Gates Foundation boosts pandemic funding to $255m

Bill Gates holds talks with Abu Dhabi's Crown Prince, Sheikh Mohamed bin Zayed, over global coronavirus response.

The Bill & Melinda Gates Foundation has announced a further $150m for the global coronavirus response - more than doubling its total funding for the pandemic to above $250m. The new money will be used to spur the development of vaccines, diagnostics and treatments, as well as to shore up health systems in Africa and south Asia, and help mitigate the economic impact of the virus in the world’s poorest countries.

In addition, the foundation will also use part of its $2.5bn Strategic Investment Fund - through tools such as equity investments, loans, and volume guarantees – to help low and middle-income countries buy medical supplies, testing kits and protective equipment for healthcare workers.

The foundation was among the first philanthropic organisations to put money towards coronavirus. It pledged $100m in March to help kickstart vaccine and diagnostics research, alongside a further $5m for frontline responses in the Seattle region, where the Gates Foundation is located. 

Making the case for a global response to the pandemic, Bill Gates said: “Covid-19 doesn’t obey border laws. Even if most countries succeed in slowing the disease over the next few months, the virus could return if the pandemic remains severe enough elsewhere.”

He added: “The world community must understand that so long as Covid-19 is somewhere, we need to act as if it were everywhere. Beating this pandemic will require an unprecedented level of international funding and cooperation.” 

Meanwhile, the UAE, which has already sent medical equipment to Italy, Iran, Cyprus and Pakistan - and this week supplied an Etihad aircraft to deliver emergency supplies to Ethiopia to be distributed to other African countries - is considering how it might expand its response.

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Covid-19 has reached every corner of the globe, forcing national lockdowns and straining health systems. Photo: Getty Images.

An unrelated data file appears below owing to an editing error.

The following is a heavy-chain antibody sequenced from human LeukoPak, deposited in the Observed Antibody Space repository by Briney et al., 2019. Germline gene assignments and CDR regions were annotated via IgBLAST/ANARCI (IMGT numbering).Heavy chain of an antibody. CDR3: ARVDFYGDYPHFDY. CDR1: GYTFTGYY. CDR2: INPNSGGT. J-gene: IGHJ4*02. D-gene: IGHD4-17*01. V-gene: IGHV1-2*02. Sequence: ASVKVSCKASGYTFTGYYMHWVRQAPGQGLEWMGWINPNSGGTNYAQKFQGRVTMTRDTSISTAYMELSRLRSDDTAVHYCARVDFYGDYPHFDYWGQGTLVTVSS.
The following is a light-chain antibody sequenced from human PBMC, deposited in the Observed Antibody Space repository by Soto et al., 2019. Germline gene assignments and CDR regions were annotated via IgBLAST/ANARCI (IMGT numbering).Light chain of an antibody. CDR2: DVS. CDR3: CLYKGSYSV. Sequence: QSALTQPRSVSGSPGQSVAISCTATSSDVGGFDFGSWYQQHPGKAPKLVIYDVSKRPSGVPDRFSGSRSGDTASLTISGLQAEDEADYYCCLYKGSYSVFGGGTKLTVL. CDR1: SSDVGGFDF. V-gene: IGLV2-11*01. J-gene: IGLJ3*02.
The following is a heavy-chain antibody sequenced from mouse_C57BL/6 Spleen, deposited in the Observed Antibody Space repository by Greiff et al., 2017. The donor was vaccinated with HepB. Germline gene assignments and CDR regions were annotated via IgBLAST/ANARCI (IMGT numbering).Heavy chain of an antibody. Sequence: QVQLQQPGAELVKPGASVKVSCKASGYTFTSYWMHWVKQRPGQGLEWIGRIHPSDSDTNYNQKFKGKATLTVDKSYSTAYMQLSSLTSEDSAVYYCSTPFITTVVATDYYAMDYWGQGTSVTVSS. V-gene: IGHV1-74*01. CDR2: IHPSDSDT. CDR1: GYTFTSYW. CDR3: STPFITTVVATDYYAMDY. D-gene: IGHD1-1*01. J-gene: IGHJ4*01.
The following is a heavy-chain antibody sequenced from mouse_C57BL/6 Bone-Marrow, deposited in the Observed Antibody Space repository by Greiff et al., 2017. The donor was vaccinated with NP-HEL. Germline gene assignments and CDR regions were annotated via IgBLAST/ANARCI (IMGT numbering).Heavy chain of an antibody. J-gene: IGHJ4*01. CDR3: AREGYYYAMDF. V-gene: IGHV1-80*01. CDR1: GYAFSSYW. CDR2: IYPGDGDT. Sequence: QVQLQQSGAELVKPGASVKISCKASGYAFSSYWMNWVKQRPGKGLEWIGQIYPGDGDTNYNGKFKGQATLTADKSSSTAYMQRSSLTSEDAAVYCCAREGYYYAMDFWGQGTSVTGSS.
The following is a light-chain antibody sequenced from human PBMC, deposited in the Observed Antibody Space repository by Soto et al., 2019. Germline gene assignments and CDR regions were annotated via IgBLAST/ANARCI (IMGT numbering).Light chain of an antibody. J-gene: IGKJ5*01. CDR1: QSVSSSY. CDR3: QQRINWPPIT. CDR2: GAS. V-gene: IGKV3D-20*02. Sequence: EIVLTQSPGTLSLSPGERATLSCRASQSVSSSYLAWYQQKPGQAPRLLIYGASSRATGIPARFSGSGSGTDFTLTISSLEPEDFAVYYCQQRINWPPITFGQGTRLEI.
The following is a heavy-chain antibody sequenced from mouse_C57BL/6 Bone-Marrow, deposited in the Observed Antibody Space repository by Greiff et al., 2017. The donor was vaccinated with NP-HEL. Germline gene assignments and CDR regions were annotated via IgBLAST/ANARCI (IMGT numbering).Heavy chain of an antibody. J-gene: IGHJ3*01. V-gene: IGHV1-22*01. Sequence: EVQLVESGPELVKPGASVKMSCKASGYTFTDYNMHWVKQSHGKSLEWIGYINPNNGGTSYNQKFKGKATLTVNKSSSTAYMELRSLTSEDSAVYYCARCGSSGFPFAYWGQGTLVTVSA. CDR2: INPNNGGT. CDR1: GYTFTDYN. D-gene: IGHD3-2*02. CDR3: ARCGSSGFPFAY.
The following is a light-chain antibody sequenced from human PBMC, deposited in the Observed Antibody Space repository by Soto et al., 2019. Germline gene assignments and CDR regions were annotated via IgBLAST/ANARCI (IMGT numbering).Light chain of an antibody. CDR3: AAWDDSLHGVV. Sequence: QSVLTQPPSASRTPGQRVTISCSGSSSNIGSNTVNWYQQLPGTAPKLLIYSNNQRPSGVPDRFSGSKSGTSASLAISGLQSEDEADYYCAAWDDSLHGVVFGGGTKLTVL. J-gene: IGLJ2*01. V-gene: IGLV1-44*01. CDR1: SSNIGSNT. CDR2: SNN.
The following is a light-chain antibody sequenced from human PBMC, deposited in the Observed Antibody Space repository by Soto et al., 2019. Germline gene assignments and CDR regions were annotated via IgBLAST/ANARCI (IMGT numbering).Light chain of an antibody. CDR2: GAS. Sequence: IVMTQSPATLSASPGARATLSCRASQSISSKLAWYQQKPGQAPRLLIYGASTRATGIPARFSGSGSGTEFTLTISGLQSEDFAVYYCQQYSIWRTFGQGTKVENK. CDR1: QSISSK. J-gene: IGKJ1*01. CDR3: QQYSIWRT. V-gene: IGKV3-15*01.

In a phone call with Bill Gates on Wednesday, Sheikh Mohammed bin Zayed Al Nahyan discussed opportunities for tackling coronavirus through greater co-operation with the Gates Foundation through existing partnerships and initiatives.

The Crown Prince of Abu Dhabi has a strong record on supporting public health initiatives, building on the legacy of his father, Sheikh Zayed bin Sultan Al Nahyan, the UAE’s founding president. Sheikh Zayed was a pioneer donor to the Carter Centre, the foundation set up by former US head of state Jimmy Carter, and its campaign to eradicate Guinea worm disease.

In 2017, in conjunction with the Bill & Melinda Gates Foundation, Sheikh Mohammed announced the formation of a groundbreaking $100m fund to target NTDs in seven countries. He also unveiled plans for the creation of the Abu Dhabi-based Global Institute for Disease Elimination (GLIDE). He has also personally committed more than $250m towards global health causes.

The news of this additional funding from the Gates Foundation comes just days after US President Donald Trump said he would be freezing American funding to the World Health Organisation (WHO), pending the outcome of a “review”. Mr Trump accused the WHO of “severely mismanaging and covering up the spread of the coronavirus”.

The move has been widely criticised by global experts. Bill Gates tweeted: “Halting funding for the World Health Organisation during a world health crisis is as dangerous as it sounds. Their work is slowing the spread of Covid-19 and if that work is stopped no other organisation can replace them. The world needs the WHO now more than ever.”

Gates Foundation CEO Mark Suzman said cross-sector cooperation would be key to curbing the pandemic.

“Philanthropy cannot—and should not—supplant the public and private sectors,” he said. “What philanthropy is good at is testing out ideas that might not otherwise get tried, so governments and businesses can then take on the successful ones. With all sectors working together, we can avoid the worst-case scenarios of human, economic, and social costs.” — PA